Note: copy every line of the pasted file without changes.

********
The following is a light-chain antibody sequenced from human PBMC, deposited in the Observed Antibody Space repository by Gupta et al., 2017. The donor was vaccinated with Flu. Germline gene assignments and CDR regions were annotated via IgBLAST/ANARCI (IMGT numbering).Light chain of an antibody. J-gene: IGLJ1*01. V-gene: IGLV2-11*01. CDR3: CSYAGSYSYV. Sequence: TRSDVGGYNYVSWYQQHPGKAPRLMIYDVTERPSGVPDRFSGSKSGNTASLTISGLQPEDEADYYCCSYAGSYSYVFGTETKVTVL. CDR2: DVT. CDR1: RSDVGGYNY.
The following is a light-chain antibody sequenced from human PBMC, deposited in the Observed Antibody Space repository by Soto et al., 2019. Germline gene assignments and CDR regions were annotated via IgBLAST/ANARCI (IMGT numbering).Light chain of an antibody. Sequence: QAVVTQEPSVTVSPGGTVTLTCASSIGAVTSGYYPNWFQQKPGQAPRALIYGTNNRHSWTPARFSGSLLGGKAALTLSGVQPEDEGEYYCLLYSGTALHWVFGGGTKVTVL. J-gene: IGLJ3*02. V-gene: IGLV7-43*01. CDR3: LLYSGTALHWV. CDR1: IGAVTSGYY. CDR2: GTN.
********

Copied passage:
The following is a light-chain antibody sequenced from human PBMC, deposited in the Observed Antibody Space repository by Gupta et al., 2017. The donor was vaccinated with Flu. Germline gene assignments and CDR regions were annotated via IgBLAST/ANARCI (IMGT numbering).Light chain of an antibody. J-gene: IGLJ1*01. V-gene: IGLV2-11*01. CDR3: CSYAGSYSYV. Sequence: TRSDVGGYNYVSWYQQHPGKAPRLMIYDVTERPSGVPDRFSGSKSGNTASLTISGLQPEDEADYYCCSYAGSYSYVFGTETKVTVL. CDR2: DVT. CDR1: RSDVGGYNY.
The following is a light-chain antibody sequenced from human PBMC, deposited in the Observed Antibody Space repository by Soto et al., 2019. Germline gene assignments and CDR regions were annotated via IgBLAST/ANARCI (IMGT numbering).Light chain of an antibody. Sequence: QAVVTQEPSVTVSPGGTVTLTCASSIGAVTSGYYPNWFQQKPGQAPRALIYGTNNRHSWTPARFSGSLLGGKAALTLSGVQPEDEGEYYCLLYSGTALHWVFGGGTKVTVL. J-gene: IGLJ3*02. V-gene: IGLV7-43*01. CDR3: LLYSGTALHWV. CDR1: IGAVTSGYY. CDR2: GTN.